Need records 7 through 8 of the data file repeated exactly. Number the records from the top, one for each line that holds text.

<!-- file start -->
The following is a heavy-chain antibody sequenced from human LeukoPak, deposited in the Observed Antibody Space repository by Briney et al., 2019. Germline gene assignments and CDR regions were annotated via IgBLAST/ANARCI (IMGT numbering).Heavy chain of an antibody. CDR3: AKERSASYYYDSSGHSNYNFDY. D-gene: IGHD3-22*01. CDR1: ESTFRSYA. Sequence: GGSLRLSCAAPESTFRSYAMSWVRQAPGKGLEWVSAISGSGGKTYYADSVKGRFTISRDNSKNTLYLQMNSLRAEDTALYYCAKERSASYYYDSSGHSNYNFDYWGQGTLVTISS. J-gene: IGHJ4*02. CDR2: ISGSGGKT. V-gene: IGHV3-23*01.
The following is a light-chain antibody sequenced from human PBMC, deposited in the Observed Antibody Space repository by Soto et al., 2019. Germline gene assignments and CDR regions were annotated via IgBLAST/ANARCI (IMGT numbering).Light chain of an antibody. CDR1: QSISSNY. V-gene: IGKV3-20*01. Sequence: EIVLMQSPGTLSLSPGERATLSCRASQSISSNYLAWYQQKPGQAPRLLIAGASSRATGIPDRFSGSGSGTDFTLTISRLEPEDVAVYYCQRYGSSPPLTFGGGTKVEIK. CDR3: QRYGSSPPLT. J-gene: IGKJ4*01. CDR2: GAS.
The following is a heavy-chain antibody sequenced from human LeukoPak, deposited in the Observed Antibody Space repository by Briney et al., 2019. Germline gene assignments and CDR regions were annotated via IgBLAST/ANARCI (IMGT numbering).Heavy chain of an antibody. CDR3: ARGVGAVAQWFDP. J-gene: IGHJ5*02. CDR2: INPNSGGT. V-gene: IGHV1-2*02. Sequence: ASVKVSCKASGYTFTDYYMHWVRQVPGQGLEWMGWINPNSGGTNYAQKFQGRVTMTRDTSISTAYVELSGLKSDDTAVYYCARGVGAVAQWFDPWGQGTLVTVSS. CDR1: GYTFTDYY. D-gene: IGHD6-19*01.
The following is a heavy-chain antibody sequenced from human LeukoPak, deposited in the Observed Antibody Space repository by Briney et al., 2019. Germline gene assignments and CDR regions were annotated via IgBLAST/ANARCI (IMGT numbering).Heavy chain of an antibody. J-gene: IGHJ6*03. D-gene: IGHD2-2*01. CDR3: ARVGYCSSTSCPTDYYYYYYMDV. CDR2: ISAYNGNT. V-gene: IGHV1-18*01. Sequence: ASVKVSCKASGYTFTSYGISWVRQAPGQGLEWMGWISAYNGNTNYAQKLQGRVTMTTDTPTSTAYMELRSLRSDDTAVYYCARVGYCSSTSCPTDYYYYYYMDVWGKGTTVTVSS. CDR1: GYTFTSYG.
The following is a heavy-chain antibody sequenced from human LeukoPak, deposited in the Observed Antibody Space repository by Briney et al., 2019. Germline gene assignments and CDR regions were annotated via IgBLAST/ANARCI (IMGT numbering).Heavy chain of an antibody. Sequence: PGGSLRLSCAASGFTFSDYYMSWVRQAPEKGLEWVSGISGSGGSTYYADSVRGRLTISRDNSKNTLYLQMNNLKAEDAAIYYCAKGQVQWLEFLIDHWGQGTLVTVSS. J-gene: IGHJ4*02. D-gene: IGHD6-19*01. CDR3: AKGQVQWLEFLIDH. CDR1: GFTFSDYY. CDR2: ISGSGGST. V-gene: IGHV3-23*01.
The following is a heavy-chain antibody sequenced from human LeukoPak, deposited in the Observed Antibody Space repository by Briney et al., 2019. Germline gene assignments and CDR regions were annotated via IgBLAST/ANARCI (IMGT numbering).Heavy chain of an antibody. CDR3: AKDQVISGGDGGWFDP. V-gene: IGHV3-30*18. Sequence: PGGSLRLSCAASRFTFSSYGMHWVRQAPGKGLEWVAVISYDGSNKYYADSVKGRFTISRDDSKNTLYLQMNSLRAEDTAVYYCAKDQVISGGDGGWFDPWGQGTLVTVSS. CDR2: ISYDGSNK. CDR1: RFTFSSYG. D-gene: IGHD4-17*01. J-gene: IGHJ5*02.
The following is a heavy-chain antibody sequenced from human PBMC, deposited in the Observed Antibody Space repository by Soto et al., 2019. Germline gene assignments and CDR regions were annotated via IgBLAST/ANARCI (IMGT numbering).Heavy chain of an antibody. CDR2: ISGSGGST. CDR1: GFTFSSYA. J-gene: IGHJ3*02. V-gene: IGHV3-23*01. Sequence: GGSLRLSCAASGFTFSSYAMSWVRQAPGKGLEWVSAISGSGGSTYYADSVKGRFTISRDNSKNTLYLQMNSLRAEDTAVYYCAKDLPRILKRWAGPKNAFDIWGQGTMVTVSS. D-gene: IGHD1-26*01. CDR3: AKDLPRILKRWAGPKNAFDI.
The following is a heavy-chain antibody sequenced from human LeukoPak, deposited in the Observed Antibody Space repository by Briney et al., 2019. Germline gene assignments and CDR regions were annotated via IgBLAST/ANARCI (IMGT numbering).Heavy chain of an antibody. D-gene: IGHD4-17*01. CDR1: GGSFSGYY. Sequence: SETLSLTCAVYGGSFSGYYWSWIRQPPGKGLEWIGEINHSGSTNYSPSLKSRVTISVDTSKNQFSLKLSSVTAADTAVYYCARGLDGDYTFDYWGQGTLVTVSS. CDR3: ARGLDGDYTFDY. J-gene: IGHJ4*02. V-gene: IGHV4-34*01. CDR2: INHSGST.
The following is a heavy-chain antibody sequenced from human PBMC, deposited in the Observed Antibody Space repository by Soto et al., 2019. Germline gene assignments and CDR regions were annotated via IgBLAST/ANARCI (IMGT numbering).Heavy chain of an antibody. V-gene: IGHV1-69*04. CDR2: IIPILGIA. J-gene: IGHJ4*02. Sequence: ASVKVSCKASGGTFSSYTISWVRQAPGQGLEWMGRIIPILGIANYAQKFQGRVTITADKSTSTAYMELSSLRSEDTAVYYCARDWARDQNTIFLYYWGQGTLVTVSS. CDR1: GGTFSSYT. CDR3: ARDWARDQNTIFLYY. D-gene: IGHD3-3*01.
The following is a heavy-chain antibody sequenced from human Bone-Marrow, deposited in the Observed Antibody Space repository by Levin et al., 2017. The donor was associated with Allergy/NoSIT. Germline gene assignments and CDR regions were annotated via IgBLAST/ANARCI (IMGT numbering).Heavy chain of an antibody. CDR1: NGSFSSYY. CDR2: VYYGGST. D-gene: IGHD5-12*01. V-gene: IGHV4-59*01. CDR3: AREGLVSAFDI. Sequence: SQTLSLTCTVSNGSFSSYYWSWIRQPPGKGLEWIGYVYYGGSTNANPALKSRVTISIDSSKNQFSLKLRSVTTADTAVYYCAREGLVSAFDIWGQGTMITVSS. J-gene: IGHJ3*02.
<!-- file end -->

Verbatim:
The following is a heavy-chain antibody sequenced from human PBMC, deposited in the Observed Antibody Space repository by Soto et al., 2019. Germline gene assignments and CDR regions were annotated via IgBLAST/ANARCI (IMGT numbering).Heavy chain of an antibody. CDR2: ISGSGGST. CDR1: GFTFSSYA. J-gene: IGHJ3*02. V-gene: IGHV3-23*01. Sequence: GGSLRLSCAASGFTFSSYAMSWVRQAPGKGLEWVSAISGSGGSTYYADSVKGRFTISRDNSKNTLYLQMNSLRAEDTAVYYCAKDLPRILKRWAGPKNAFDIWGQGTMVTVSS. D-gene: IGHD1-26*01. CDR3: AKDLPRILKRWAGPKNAFDI.
The following is a heavy-chain antibody sequenced from human LeukoPak, deposited in the Observed Antibody Space repository by Briney et al., 2019. Germline gene assignments and CDR regions were annotated via IgBLAST/ANARCI (IMGT numbering).Heavy chain of an antibody. D-gene: IGHD4-17*01. CDR1: GGSFSGYY. Sequence: SETLSLTCAVYGGSFSGYYWSWIRQPPGKGLEWIGEINHSGSTNYSPSLKSRVTISVDTSKNQFSLKLSSVTAADTAVYYCARGLDGDYTFDYWGQGTLVTVSS. CDR3: ARGLDGDYTFDY. J-gene: IGHJ4*02. V-gene: IGHV4-34*01. CDR2: INHSGST.